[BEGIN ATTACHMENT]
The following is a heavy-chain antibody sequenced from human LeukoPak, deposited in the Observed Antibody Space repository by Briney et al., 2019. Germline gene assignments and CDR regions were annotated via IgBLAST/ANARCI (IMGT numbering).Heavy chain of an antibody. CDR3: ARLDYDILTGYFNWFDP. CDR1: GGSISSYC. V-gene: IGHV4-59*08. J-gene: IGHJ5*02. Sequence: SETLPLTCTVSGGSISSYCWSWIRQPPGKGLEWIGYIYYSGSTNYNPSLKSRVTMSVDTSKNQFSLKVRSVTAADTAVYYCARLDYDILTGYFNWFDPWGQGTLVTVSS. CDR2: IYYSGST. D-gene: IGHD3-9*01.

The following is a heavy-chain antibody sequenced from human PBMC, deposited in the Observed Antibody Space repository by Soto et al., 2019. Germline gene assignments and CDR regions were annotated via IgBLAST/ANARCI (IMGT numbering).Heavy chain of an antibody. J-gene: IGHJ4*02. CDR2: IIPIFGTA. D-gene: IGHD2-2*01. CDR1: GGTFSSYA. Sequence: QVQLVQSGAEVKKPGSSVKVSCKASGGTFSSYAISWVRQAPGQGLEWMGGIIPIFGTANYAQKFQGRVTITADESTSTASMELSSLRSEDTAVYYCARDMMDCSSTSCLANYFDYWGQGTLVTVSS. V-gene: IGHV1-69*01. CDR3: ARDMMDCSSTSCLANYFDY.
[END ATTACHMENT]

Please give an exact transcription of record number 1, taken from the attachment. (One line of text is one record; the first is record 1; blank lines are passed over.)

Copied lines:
The following is a heavy-chain antibody sequenced from human LeukoPak, deposited in the Observed Antibody Space repository by Briney et al., 2019. Germline gene assignments and CDR regions were annotated via IgBLAST/ANARCI (IMGT numbering).Heavy chain of an antibody. CDR3: ARLDYDILTGYFNWFDP. CDR1: GGSISSYC. V-gene: IGHV4-59*08. J-gene: IGHJ5*02. Sequence: SETLPLTCTVSGGSISSYCWSWIRQPPGKGLEWIGYIYYSGSTNYNPSLKSRVTMSVDTSKNQFSLKVRSVTAADTAVYYCARLDYDILTGYFNWFDPWGQGTLVTVSS. CDR2: IYYSGST. D-gene: IGHD3-9*01.